But if that gives you pause, get over it: "This isn't a place that you're going to come in and people are going to beat you over the head; it is a way for us to do more in the community that we're in, a means to an end." Brenda's long-term goal with Thistle is to be able to do more for the community, specifically to open a school for special needs children in the city. "My heart is broken for the state of the school system here," she says. "This community can’t be what it could be if the school system continues on as it is. Most school systems mainstream special needs children; it would be nice to see kids who need a little more time get it ... Everybody needs a chance."

"We've got big dreams," Brenda continues. "Opening a school is a big dream. I meet people who have kids [and they're fantastic people and] I want them to stay; I don't when them to leave [the city] when they have kids."

But the world will probably see a commercialized form of cold fusion before that riddle is solved. In the meantime, there's coffee. Really freaking good coffee.

Thistle is a third-wave coffeehouse, which means that it seeks to situate coffee in the same category as wine and craft beer - as an artisanal product with a complexity of flavor profiles dependent on a variety of variables (I'll be delving much more deeply into this in a forthcoming piece on Metromode). "We strive for a very specific excellence in everything we do here," explains Brenda. "Every day we test the grind because humidity changes the grind, just to make sure that what you get is the best you can get. Everything is French-pressed so the oils aren't broken down. [All staff is] trained on steaming and grinding."

The beans are ground in-house and sourced from a roaster in Indiana, Alliance World Coffees, which tests their beans every few minutes to make sure they're not over-roasting and works very closely with small farmers - farmers so small they can't afford to be Fair Trade Certified, even if their methods are in compliance. "We went for real Fair Trade," Brenda says. "It costs money to be certified Fair Trade; if you can afford to be certified then you probably don't need to be. [Alliance World Coffees] is a group that takes great pride in finding the best possible product from independent family farms, people [for which] this is their livelihood." Alliance is an independent company working very hard to get people to know about them. "If we’re coffee snobs, they’re the kings. I had to wait on my decaf because they didn’t like the product they got and sent it back; they wouldn’t sell it. I like that integrity."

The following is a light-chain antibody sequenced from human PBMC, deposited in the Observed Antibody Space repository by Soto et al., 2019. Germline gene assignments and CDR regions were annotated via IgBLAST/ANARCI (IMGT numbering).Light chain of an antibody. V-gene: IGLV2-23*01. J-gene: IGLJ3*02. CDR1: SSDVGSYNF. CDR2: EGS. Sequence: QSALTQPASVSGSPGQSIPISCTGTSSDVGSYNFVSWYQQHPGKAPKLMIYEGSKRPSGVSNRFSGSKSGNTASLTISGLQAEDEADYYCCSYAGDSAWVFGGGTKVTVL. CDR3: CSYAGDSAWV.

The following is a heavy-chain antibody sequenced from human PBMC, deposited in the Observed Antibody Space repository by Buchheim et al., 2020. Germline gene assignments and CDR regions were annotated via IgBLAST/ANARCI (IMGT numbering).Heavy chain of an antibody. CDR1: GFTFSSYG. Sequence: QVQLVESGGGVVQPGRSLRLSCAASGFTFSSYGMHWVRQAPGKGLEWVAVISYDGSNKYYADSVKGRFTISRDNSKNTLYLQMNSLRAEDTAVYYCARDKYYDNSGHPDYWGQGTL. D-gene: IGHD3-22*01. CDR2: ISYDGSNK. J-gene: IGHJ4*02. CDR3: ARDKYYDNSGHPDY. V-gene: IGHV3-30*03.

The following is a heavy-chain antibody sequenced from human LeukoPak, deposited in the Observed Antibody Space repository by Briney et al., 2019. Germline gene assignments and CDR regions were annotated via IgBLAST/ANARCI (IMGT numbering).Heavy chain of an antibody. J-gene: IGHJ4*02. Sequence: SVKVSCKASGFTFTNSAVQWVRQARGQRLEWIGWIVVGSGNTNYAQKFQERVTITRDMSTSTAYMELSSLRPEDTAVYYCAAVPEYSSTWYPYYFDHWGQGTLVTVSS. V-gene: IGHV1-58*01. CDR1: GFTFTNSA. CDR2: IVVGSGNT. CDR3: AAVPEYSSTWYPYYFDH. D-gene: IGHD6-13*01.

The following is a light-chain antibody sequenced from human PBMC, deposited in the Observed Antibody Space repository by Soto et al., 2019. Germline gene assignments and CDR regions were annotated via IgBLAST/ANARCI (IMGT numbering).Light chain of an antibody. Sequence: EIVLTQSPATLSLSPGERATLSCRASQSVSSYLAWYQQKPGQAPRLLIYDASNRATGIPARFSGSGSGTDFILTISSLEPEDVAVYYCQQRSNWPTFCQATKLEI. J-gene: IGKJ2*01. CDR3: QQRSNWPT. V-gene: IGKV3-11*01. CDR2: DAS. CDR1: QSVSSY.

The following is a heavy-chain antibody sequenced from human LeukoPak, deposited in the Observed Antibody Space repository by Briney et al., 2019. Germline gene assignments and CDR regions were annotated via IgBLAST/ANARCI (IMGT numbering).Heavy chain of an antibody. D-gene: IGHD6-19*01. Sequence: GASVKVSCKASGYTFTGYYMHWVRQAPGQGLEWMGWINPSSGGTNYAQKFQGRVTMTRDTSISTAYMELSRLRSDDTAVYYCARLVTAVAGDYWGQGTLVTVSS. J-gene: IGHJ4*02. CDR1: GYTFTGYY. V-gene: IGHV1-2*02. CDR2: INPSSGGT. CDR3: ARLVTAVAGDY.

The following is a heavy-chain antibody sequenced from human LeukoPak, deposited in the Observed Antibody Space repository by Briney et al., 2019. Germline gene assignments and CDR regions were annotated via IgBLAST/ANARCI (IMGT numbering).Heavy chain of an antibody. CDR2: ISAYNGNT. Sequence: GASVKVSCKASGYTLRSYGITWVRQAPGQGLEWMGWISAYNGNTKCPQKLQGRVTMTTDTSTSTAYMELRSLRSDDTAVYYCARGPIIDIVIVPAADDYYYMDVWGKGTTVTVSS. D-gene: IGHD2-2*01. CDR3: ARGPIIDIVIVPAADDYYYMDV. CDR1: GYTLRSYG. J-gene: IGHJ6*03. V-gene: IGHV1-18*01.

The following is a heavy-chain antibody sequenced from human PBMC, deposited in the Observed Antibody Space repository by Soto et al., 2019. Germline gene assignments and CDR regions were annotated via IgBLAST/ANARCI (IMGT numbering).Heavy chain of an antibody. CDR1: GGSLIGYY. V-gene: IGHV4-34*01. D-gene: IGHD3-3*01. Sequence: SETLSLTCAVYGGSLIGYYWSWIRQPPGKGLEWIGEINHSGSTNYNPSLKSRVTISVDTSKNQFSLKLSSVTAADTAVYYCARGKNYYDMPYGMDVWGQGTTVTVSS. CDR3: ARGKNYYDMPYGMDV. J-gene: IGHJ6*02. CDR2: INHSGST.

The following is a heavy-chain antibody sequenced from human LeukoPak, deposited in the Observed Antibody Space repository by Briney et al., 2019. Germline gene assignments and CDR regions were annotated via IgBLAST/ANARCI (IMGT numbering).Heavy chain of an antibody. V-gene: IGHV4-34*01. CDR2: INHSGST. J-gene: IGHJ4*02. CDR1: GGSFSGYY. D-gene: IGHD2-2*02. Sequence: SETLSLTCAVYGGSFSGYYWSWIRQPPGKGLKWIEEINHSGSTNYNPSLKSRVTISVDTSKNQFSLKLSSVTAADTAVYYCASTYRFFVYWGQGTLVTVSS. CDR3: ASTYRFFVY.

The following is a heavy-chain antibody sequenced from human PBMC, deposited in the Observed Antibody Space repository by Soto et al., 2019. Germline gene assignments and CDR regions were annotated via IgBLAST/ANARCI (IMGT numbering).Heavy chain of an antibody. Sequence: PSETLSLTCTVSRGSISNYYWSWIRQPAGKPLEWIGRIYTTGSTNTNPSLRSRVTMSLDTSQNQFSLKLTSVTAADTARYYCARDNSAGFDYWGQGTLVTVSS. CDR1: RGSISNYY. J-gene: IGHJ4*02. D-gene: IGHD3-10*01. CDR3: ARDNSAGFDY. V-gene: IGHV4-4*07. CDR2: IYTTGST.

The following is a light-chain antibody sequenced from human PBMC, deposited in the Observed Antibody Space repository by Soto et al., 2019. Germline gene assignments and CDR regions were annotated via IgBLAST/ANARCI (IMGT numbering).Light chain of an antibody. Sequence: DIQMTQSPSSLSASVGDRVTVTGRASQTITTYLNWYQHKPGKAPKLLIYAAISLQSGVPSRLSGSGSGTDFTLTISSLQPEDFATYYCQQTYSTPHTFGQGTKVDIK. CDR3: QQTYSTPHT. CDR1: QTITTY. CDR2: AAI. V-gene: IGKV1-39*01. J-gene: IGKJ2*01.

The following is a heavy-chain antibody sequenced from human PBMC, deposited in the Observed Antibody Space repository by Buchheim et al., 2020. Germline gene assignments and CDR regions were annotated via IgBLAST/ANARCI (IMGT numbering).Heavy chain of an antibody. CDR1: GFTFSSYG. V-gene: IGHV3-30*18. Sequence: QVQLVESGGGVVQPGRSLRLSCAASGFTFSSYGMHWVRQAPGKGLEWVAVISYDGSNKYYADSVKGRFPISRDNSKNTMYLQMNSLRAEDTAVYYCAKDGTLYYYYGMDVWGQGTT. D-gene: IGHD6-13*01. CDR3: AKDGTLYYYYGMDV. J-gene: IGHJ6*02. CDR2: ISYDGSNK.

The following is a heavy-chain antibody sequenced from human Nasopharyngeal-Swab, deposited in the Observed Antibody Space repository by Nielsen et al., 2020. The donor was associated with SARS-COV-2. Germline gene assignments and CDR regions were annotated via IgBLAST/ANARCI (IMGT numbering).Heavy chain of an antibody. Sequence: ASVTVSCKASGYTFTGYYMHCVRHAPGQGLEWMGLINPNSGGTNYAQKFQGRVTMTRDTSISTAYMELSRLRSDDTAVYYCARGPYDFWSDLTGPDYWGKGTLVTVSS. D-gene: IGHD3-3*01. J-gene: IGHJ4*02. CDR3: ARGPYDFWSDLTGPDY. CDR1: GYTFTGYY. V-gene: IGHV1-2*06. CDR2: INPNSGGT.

The beans come in three days after roast. Brenda won't serve them until five days after roast so they've had time to de-gas. 10 days after roast they start to lose their flavor and get trashed. "They're great for compost!" Brenda jokes.

Thistle's espresso machine is top of the line, always maintaining the water temperature at the perfect 240 degrees so that it's not so hot it's scorching the oils but not so cool that the oils aren't being extracted. "Again, we're looking for consistency and excellence in everything we do," Brenda states. "There's a reason we set it at this temperature. There's a reason the press pot is set at a certain time with the coffee in it. It's good coffee, I want you to taste it!"

Part of that is getting away from the sugary coffee-flavored milk drinks that Planet Starbucks has trained would-be connoisseurs to understand as "coffee." "We don’t do whipped cream," Brenda says with a smile. "I like that we can say that [a particular coffee] is a nice medium- to medium-dark coffee with a chocolatey, earthy fragrance and educate the palate."

Currently Thistle offers a small selection of organic fruits and vegan goodies. There may also be a partnership with the Bagel Brothers down the line (thanks to a little birdie...tweet). Brenda's long-term plans are to build a full kitchen. All their service items are biodegradable from Michigan Greensafe Products. Inside, they saved everything they could in the build-out to reduce their global impact - pipes and wiring, any stick of lumber that was salvageable. They used wood from an architectural salvage for the molding and countertop. Even the furniture was either bought at Habitat's ReStore, gifted or purchased at local yard sales. "The only thing that's new here is the coffee machinery because our life blood depends on it."

The name Thistle is appropriate for the city, too. It came from a farming practice: "If you’re a farmer and need to redo your soil because it’s overworked, the first thing you do is grow thistle," Brenda explains. "They’re very stubborn and very hearty but when they die they put nitrogen and nutrients in the dirt and renew the soil."

It may not be the phoenix-from-the-ashes and Speramus meliora... people like to reference in talking about the city's renewal, but it works.

Monday through Thursday 7 a.m. to 9:30 p.m., Friday and Saturday 7 a.m. to 12 a.m., Sunday 9 a.m. to 12 p.m.

View more photos of Thistle Coffeehouse on this Flickr photo set.

The Thistle Coffee Shop on Urbanspoon